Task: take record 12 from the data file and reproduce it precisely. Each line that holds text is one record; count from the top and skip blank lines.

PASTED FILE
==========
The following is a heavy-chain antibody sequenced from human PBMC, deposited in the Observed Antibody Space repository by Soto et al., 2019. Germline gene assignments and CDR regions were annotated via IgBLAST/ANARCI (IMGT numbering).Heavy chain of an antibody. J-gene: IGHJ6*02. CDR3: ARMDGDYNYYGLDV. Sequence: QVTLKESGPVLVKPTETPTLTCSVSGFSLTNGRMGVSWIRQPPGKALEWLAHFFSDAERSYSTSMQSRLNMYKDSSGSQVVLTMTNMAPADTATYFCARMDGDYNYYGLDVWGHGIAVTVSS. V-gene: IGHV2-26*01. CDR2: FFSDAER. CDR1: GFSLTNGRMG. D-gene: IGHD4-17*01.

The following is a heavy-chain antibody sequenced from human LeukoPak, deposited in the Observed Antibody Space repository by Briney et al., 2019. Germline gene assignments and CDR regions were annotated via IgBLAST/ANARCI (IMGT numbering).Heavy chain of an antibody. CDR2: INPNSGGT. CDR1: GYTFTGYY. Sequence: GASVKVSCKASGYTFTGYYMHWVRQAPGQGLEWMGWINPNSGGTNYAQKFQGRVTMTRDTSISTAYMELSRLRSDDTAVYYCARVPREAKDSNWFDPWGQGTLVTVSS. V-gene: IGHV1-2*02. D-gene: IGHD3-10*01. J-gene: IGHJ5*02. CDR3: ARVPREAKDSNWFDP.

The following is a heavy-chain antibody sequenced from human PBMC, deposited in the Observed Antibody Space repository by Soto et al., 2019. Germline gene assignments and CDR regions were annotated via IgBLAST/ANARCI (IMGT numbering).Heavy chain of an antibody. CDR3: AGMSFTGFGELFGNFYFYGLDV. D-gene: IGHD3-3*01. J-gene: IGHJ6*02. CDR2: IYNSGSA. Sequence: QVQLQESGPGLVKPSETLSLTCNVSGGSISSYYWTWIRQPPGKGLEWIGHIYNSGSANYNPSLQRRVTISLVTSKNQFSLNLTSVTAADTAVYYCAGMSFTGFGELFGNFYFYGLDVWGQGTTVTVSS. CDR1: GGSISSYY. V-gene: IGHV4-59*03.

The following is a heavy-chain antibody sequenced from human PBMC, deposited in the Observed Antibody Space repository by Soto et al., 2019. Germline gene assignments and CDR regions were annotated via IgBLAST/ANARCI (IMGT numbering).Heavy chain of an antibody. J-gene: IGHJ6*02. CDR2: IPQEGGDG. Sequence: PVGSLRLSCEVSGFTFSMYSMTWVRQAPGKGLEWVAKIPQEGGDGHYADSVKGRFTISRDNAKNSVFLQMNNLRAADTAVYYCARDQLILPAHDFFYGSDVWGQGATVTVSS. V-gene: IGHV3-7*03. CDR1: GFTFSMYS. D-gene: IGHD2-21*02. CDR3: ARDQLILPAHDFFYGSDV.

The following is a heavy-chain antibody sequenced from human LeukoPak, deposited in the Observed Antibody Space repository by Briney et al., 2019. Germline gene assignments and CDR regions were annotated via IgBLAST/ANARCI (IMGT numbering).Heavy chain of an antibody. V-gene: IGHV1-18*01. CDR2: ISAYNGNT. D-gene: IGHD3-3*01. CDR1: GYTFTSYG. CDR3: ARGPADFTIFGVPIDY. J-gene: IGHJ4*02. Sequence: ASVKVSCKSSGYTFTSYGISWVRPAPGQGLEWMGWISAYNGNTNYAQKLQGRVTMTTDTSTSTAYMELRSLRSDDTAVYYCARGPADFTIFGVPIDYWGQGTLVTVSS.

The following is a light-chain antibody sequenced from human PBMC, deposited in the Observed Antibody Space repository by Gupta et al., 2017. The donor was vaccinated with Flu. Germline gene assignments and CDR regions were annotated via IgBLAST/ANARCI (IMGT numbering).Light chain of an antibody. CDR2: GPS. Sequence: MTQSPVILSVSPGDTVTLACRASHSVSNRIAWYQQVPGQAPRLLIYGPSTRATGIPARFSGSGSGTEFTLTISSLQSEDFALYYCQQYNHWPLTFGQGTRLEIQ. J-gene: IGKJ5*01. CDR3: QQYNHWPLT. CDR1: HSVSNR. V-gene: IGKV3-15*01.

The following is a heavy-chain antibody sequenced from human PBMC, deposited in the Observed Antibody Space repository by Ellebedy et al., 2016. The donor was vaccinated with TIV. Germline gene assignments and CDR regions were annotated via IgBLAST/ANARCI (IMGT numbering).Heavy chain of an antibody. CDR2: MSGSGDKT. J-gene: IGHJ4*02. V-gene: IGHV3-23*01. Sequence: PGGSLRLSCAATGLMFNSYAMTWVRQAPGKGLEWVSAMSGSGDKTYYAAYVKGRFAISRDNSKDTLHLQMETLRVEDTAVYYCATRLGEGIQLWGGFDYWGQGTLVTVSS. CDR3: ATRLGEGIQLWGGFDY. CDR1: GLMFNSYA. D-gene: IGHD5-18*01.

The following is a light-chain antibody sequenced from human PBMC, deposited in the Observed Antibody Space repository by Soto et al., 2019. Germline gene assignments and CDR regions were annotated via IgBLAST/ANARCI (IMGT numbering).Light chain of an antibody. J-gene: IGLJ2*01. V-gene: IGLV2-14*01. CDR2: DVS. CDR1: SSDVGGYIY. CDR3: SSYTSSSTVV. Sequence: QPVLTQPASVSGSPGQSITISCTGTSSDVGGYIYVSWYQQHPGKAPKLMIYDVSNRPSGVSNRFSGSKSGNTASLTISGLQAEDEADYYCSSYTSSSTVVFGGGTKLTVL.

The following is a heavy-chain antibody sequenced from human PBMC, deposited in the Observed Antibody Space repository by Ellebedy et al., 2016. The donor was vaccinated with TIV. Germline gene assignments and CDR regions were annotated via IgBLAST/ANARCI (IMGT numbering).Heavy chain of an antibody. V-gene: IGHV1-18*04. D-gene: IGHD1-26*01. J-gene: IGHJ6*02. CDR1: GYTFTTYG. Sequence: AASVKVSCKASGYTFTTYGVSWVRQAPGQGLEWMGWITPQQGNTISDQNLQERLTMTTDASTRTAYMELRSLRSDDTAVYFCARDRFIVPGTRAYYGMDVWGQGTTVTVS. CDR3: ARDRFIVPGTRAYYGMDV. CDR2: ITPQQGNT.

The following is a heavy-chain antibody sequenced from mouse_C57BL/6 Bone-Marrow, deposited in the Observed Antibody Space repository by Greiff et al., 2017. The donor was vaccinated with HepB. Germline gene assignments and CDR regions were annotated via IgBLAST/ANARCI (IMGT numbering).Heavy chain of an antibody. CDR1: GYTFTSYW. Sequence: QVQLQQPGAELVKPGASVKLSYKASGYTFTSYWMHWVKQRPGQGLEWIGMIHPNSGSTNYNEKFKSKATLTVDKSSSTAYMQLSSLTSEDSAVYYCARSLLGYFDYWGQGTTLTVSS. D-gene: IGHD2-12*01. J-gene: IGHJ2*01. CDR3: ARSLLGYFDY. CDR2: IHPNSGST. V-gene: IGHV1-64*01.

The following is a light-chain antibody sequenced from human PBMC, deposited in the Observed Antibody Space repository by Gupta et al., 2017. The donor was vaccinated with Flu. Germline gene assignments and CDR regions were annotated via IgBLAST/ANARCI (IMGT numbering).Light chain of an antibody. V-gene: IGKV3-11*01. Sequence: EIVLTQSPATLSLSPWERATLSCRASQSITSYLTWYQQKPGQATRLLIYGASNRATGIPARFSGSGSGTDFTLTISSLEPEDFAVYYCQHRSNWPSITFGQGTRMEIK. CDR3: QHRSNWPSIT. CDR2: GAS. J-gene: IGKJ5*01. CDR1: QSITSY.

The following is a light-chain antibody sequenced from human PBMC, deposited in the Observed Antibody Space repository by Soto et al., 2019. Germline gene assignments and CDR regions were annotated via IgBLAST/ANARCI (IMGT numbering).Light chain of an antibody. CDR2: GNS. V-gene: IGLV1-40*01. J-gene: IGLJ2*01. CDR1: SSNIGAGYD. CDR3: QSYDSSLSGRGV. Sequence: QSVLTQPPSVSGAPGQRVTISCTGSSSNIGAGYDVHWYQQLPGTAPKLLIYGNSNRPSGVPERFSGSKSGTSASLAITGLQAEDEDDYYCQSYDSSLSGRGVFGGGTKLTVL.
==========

The following is a light-chain antibody sequenced from human PBMC, deposited in the Observed Antibody Space repository by Soto et al., 2019. Germline gene assignments and CDR regions were annotated via IgBLAST/ANARCI (IMGT numbering).Light chain of an antibody. CDR2: GNS. V-gene: IGLV1-40*01. J-gene: IGLJ2*01. CDR1: SSNIGAGYD. CDR3: QSYDSSLSGRGV. Sequence: QSVLTQPPSVSGAPGQRVTISCTGSSSNIGAGYDVHWYQQLPGTAPKLLIYGNSNRPSGVPERFSGSKSGTSASLAITGLQAEDEDDYYCQSYDSSLSGRGVFGGGTKLTVL.